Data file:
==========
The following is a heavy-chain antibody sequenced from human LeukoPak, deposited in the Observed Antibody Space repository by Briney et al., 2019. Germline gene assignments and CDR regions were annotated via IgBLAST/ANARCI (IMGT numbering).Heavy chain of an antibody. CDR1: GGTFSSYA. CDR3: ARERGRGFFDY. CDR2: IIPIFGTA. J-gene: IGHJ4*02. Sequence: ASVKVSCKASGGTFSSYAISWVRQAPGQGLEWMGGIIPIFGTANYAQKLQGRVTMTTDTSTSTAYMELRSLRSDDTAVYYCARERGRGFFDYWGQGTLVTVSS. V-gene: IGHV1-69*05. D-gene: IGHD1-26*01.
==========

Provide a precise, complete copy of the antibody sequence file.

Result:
The following is a heavy-chain antibody sequenced from human LeukoPak, deposited in the Observed Antibody Space repository by Briney et al., 2019. Germline gene assignments and CDR regions were annotated via IgBLAST/ANARCI (IMGT numbering).Heavy chain of an antibody. CDR1: GGTFSSYA. CDR3: ARERGRGFFDY. CDR2: IIPIFGTA. J-gene: IGHJ4*02. Sequence: ASVKVSCKASGGTFSSYAISWVRQAPGQGLEWMGGIIPIFGTANYAQKLQGRVTMTTDTSTSTAYMELRSLRSDDTAVYYCARERGRGFFDYWGQGTLVTVSS. V-gene: IGHV1-69*05. D-gene: IGHD1-26*01.